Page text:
Archived posting to the Leica Users Group, 1999/12/04[Author Prev] [Author Next] [Thread Prev] [Thread Next] [Author Index] [Topic Index] [Home] [Search]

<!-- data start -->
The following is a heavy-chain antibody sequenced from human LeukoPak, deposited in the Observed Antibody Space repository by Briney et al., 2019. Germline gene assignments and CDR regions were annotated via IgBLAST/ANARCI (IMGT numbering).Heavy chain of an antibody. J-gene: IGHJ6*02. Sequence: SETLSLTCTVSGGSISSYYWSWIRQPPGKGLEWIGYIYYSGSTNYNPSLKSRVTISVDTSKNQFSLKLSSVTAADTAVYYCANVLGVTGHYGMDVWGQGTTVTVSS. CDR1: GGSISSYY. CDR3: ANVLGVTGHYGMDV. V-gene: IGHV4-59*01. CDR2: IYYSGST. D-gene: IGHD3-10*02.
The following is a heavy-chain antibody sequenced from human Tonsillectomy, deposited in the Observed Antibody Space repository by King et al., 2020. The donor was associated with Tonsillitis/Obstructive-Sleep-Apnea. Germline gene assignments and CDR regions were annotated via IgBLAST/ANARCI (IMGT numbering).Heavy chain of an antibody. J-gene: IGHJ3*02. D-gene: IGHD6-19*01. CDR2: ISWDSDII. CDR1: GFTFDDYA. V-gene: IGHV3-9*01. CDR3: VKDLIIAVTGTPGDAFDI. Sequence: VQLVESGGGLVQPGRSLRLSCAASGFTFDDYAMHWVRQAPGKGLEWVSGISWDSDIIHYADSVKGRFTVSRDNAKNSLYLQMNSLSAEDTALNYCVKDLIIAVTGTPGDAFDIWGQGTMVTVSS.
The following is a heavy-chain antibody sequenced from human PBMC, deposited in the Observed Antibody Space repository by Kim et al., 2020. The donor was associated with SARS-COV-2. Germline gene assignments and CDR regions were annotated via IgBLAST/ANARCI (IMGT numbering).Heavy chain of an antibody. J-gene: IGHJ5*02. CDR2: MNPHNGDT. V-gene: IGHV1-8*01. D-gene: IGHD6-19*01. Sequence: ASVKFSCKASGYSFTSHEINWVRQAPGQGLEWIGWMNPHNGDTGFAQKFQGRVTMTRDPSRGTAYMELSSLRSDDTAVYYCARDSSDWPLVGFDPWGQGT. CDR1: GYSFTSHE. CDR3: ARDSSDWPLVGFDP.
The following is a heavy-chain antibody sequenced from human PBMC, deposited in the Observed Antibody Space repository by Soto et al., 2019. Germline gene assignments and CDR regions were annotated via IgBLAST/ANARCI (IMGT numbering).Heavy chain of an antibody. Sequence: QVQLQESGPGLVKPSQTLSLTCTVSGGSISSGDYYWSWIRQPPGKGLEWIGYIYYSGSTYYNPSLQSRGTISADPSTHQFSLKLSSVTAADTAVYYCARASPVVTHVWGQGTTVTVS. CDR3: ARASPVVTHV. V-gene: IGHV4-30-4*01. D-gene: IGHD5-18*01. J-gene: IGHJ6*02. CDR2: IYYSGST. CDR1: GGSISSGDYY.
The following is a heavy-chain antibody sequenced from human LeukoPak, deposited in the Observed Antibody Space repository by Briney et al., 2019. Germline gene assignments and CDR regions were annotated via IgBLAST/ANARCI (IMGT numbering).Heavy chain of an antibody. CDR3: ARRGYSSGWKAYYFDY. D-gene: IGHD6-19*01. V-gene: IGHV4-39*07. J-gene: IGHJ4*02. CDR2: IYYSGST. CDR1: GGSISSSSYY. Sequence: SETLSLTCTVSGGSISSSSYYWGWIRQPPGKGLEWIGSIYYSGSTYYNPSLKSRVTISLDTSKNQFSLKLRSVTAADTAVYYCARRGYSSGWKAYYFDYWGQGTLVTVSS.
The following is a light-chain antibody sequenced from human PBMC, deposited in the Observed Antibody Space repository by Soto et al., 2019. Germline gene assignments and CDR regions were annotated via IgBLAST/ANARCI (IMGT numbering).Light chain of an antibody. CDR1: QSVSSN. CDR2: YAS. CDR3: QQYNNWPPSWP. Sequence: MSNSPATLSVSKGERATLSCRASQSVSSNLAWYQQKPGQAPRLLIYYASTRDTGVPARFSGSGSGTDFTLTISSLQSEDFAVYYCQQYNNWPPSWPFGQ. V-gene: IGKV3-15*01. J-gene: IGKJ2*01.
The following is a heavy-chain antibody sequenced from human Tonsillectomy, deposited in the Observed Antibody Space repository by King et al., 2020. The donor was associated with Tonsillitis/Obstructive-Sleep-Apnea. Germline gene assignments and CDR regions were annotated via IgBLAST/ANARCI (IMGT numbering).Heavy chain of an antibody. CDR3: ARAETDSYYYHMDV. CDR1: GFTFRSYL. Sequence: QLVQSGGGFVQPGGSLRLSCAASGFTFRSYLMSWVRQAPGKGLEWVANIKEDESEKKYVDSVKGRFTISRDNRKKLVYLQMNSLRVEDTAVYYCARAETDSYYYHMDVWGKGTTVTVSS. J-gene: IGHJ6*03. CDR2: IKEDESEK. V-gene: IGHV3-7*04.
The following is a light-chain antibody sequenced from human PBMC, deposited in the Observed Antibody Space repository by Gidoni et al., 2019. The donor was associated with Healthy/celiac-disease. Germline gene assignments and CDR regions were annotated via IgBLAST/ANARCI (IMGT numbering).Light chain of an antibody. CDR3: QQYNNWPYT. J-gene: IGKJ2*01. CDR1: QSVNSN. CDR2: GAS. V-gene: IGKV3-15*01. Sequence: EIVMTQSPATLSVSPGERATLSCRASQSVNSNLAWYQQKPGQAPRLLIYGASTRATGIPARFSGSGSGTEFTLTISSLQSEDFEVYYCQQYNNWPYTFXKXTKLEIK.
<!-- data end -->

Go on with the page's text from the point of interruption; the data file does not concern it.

Flare and unsharpness gradient. The general idea of flare in fact consists of three distinct phenomena. Stray light or veiling glare, that is unwanted light that is distributed over the whole image area and reduces contrast and lightens up the deeper shadows. Then we have secondary or ghost images that are caused by small lightsources, that are reflected by lens surfaces. And then we have halos around point sources as when we take night pictures of lampposts that are surrounded by a strong halo. Secular highlights also are affected by this as highlight details are washed out. Of course these phenomena are not unrelated, but have different manifestations. The 2.8/180 does not exhibit any stray light, blacks are deep dark and lightsources are very tightly delineated. Specular highlights show finely graded shades of white and secondary reflections are only observable under very unfavorable and seldomly encountered circumstances. The 2/180 again does not have any stray light and for such a lens it is amazingly well behaved here. Halos are also very well suppressed although a shade less than the 2.8/180. Secondary images can be seen when shooting straight into the sun or another strong light source. When the light source is just outside the image area, and very oblique, then we may see in certain but not all situations, a veiling glare that can be distractive. The excellent suppression of stray light shows in the details that hold contrast and gradation. This topic should be approached with some care. It is always possible to force a lens in a situation where flare of whatever character will be visible. Both 180 lenses are extremely well shielded from flare, and one really needs to some optical aerobics to induce flare, and then only in the area of ghost images and bright spots of some extension. In 99% of situations both these lenses can be used without any consideration for glare. The sharpness/unsharpness gradient is obviously related to depth of field. It is not well known that the DoF extension (distance before and after the sharpness plane) only depends on the reproduction factor. That is, when two objects are photographed such they they are of equal magnification, irrespective of the focal length, the DoF is identical. In practical terms, an object taken with a 35 mm at 3,5 meter and the same object taken with a 180mm at 18 meter will have identical DoF. So if we wish to compare the unsharpness impression of two different lenses, or make any general statements. we should take care to compare pictures taken at equal magnifications. Finer points of difference between the 2.8 and 2 version is the somewhat smoother gradient of the 2.0 lens. At the same reproduction factor and same distance before/behind the subject, the detail rendition of the 2.8 is slightly harsh, that is outlines of detail are quite crisp. maybe a bit over-crisp. The 2.0 produces a bit more washed out patches of color. The wider aperture is responsible for a big part of course here. When stopping down to 2.8 the Summicron approaches the Elmarit, but stays on the soft/fuzzy side of detail outlines. Whatever you prefer, you need to do some careful comparison here to make up your mind. There is a character difference here, base partly on the correctional choices. The Summicron might reproduce the background unsharpness a bit less pronounced and so help focus on the main subject. I am doing a major research project on these topics, so please see these notes as preliminary and not definitive. As general conclusion I may note that the 2.8/180 is by a small notch the best, closely followed by the 2/180 which has a slightly different character of rendition and by some distance the 180 position of the 70-180 vario lens. The 180 is a premium focal length and Zeiss with a 2/200, Canon with a 1.8/200 show what their designers can do when reigns are loosened. Within the R line these two lenses would be enough to convince anyone to try the Leica R for optical prowess. Erwin Please note that my reports are copyright protected.